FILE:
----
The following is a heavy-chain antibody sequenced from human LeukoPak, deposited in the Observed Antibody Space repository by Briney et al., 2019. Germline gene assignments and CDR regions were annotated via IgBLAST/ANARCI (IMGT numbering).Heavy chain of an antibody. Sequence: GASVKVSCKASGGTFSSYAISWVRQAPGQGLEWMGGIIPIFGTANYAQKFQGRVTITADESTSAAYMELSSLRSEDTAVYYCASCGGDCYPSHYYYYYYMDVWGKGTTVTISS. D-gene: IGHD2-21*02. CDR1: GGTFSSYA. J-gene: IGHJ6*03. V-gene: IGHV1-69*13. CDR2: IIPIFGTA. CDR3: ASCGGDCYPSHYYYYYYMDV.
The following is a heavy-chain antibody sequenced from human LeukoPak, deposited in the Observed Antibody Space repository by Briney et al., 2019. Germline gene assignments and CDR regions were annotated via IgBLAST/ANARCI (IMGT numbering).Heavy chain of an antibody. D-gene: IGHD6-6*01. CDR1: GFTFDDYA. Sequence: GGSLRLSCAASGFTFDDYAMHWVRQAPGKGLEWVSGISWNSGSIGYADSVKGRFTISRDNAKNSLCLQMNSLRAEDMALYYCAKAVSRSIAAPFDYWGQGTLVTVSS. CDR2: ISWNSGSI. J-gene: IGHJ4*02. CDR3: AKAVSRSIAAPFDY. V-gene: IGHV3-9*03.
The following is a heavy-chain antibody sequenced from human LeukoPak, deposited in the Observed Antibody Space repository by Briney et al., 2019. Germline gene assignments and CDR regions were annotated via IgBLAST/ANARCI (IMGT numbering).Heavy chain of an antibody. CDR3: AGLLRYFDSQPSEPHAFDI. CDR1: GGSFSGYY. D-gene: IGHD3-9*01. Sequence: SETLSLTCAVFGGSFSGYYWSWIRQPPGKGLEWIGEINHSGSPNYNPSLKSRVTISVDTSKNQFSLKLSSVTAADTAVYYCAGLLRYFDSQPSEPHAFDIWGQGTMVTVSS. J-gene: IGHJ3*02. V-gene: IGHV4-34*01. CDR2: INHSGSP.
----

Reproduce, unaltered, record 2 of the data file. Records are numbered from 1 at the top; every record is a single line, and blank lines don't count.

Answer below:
The following is a heavy-chain antibody sequenced from human LeukoPak, deposited in the Observed Antibody Space repository by Briney et al., 2019. Germline gene assignments and CDR regions were annotated via IgBLAST/ANARCI (IMGT numbering).Heavy chain of an antibody. D-gene: IGHD6-6*01. CDR1: GFTFDDYA. Sequence: GGSLRLSCAASGFTFDDYAMHWVRQAPGKGLEWVSGISWNSGSIGYADSVKGRFTISRDNAKNSLCLQMNSLRAEDMALYYCAKAVSRSIAAPFDYWGQGTLVTVSS. CDR2: ISWNSGSI. J-gene: IGHJ4*02. CDR3: AKAVSRSIAAPFDY. V-gene: IGHV3-9*03.